NEW YORK (AP) — The historic cobblestone streets and 19th-century mercantile buildings near the water's edge in lower Manhattan are eerily deserted. It's a neighborhood silenced by Superstorm Sandy.
Just blocks from the tall-masted ships that rise above South Street Seaport, the windows of narrow brick apartment buildings are still crisscrossed with masking tape left by their owners before the storm. Store interiors are stripped down to plywood and wiring. Restaurants are chained shut, frozen in time, saddled with electrical systems that were ruined by several feet of salt water that raced up from the East River and through their front doors.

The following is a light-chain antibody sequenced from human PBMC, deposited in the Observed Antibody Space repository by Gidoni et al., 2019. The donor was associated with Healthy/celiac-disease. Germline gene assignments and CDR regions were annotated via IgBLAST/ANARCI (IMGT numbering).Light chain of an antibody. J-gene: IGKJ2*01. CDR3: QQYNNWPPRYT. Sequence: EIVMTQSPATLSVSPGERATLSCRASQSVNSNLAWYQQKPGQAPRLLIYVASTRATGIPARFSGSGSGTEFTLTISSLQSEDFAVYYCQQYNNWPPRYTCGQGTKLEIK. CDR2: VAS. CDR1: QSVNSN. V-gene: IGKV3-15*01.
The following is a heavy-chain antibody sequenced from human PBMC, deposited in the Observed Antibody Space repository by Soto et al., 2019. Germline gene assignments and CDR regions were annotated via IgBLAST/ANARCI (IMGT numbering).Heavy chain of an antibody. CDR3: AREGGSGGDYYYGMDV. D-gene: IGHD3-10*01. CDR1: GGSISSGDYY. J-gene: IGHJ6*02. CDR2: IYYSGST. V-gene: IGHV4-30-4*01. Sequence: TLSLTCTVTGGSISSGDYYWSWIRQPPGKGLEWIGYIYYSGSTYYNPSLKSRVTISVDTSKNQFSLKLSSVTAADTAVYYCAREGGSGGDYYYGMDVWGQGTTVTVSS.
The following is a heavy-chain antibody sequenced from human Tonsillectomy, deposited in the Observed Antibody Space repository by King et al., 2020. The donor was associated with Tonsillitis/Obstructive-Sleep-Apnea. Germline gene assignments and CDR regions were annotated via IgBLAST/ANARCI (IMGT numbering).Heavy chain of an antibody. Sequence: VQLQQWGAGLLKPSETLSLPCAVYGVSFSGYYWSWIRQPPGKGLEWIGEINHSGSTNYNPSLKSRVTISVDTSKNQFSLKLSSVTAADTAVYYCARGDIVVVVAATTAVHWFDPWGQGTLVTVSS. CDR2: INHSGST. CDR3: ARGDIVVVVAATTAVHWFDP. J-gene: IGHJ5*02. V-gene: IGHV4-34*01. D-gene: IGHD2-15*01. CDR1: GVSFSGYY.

Nearly four months after the storm, roughly 85 percent of small businesses near the South Street Seaport are still boarded up. It could be months before some reopen, while others may never return.